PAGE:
so I bought a new PCI NIC for it for $15 fungolas.

It installed correctly and the Win XP installed correctly.

I made sure that I had a Reversing cable to tie RX/TX and TX/RX.

I ran some of the Tshoot test software and got a 100MBPS connection to
finally stay up without disconnecting.

However I cannot see the other computer from either computer.

I have the new NIC in the Win 98 as >>> Linksys, Model NC100U
which came with a driver disk and good docs.

On the Win XP >>> SMC Ether Power ll Ethernet Adapter.

It loaded okay with the Win XP install.

I do see continuous packet handshaking with a good solid connection at
100Mbps.



Any help ?
 

Last edited by David Haynes; 02-18-05 at 02:22 AM. Reason: addition
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Old 02-18-05, 04:48 AM
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On the 98 machine, go into the network settings and MAKE SURE file and print sharing is enabled.

Also, go back and review the tutorial JOED linked to. You must set an IP address on each machine. Below are suggestions...this is NOT the only way to set up IP addresses. Note that the only difference between the two machines is the last # of the IP address...Any combination of 192.168.x.y (where x is any number from 0 to 255 but the same on both machines; y can range from 1 to 254 but MUST be DIFFERENT on the two machines). The subnet mask should be 255.255.255.0 for a home network (unless you are running a REALLY BIG home network).

Set up the XP machine as:
IP: 192.168.2.1
Subnet Mask: 255.255.255.0

Set the second machine as:
IP: 192.168.2.2
Subnet Mask: 255.255.255.0

Also be SURE both machines have the same WORKGROUP name, but different MACHINE names. Finally, be sure you have the same username and password set up on both machines.
 
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Old 02-19-05, 11:47 PM
David Haynes
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Talking OK >>> A NETWORK IS BORN



After much tinkering I have finally got my "network" working.

The good advantage now is that I can set downloads on one, via a shared internet connection, and burn music CDs on the other.

Before some processes sort of hogged all of the CPU and I could not (or did not want to) multitask.

Thanks everyone for your help and pointing me to great info plus good sound advice.

For my next trick I want to chain off from one of the networked computers onto a USB network to a set of separate computers.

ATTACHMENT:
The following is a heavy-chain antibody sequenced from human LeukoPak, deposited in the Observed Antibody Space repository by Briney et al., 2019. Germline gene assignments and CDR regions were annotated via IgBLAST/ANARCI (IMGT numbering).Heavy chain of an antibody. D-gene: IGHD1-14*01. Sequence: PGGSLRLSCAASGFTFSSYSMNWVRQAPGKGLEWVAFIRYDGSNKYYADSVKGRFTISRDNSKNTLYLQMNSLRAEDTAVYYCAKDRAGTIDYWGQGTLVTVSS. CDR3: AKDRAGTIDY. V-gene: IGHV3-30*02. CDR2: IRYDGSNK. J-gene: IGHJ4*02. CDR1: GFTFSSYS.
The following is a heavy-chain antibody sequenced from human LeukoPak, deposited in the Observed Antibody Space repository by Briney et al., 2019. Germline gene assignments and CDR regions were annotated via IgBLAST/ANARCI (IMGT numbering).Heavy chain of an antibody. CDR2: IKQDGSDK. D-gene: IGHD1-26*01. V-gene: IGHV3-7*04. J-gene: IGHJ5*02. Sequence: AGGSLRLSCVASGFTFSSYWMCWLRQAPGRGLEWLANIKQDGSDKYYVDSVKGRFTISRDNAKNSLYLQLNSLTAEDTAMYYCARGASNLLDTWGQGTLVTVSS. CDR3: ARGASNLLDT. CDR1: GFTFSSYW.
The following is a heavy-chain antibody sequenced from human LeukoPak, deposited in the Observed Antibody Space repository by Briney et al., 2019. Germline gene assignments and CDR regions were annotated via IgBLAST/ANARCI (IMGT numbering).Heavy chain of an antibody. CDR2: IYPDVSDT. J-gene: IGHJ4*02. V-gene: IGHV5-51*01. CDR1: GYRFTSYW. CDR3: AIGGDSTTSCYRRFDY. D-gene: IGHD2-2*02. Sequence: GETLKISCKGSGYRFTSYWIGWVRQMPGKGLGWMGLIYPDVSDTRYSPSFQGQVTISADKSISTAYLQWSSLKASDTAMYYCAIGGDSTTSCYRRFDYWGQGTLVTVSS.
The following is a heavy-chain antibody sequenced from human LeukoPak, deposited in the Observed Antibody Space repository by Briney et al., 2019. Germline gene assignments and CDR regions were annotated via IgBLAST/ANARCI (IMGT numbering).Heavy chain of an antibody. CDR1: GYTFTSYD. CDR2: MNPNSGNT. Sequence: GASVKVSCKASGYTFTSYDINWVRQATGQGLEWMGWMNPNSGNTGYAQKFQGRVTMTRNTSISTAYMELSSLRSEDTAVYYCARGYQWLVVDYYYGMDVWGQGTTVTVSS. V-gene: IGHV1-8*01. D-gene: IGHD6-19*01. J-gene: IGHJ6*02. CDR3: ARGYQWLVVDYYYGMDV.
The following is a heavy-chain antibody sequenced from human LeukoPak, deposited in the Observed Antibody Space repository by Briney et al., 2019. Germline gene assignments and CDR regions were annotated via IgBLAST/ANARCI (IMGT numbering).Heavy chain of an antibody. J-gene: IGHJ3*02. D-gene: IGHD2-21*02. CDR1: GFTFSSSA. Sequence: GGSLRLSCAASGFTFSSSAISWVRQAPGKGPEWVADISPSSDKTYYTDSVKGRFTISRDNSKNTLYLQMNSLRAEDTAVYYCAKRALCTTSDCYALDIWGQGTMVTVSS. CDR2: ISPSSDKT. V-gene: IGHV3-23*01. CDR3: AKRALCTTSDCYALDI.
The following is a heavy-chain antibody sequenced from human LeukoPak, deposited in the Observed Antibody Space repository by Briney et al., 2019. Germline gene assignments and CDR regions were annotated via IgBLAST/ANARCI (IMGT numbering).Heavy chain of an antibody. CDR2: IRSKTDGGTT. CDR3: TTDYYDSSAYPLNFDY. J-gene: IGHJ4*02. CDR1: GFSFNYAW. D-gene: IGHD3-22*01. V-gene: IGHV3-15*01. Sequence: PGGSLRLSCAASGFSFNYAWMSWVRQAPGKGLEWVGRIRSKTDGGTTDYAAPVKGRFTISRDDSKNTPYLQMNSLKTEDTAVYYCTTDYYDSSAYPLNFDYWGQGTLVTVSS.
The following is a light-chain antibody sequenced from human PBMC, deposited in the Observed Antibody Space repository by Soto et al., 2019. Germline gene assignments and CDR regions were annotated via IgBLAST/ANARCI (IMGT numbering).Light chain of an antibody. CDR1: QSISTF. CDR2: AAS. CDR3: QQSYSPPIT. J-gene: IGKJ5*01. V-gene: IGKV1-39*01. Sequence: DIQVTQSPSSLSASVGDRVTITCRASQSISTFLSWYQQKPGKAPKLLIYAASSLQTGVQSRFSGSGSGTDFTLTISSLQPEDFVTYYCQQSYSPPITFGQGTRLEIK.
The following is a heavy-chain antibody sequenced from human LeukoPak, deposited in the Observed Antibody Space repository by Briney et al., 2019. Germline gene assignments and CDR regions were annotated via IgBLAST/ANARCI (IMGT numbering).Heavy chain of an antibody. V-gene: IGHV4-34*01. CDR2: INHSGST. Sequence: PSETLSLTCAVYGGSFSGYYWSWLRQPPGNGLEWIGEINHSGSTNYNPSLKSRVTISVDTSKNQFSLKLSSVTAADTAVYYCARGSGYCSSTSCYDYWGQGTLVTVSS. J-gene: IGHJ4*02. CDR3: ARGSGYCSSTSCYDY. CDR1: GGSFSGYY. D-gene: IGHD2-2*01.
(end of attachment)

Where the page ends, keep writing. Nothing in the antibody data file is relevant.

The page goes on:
You will probablt say >>> "just buy a router".

I will say that I want an independent and secondary network that cannot be seen by the other network.

Anyway, off to more tinkering.

Dave
 
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Old 02-20-05, 12:50 AM
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For my next trick I want to chain off from one of the networked computers onto a USB network to a set of separate computers.
You will probablt say >>> "just buy a router".
I will say that I want an independent and secondary network that cannot be seen by the other network.
Just buy a router. just because you use a router does not mean that all computers on the network can see each other, but they can all have net access without having to use S.I.C. , plus, you get some built in protection as an added bonus, and, have the capability to let the other computers see each other in the future if you wish.
 
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Old 02-20-05, 08:27 AM
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Originally Posted by David Haynes


After much tinkering I have finally got my "network" working.

The good advantage now is that I can set downloads on one, via a shared internet connection, and burn music CDs on the other.
Dave
What did you use to get the internet connection sharing to work? I managed to get to PC to network but I could not ICS to work. I tried everything on networking link I posted earlier.
 
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Old 02-21-05, 01:04 AM
David Haynes
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Cool someday

Originally Posted by tae
Just buy a router. just because you use a router does not mean that all computers on the network can see each other, but they can all have net access without having to use S.I.C. , plus, you get some built in protection as an added bonus, and, have the capability to let the other computers see each other in the future if you wish.


I will buy a router when I get through trying to do it the difficult way.

Besides in doing things the difficult way i am learning more.

Thanks for the help.

 
  #15  
Old 02-21-05, 01:07 AM
David Haynes
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Talking internet sharing

Originally Posted by joed
What did you use to get the internet connection sharing to work? I managed to get to PC to network but I could not ICS to work. I tried everything on networking link I posted earlier.
I got the secondary computer to see the internet connection by NOT giving it a direct access to the "server" and using a different IP address, if that makes sense.




It sees the internet but not the other computer.

Ask tae >>> the computer moderator >>> the GURU.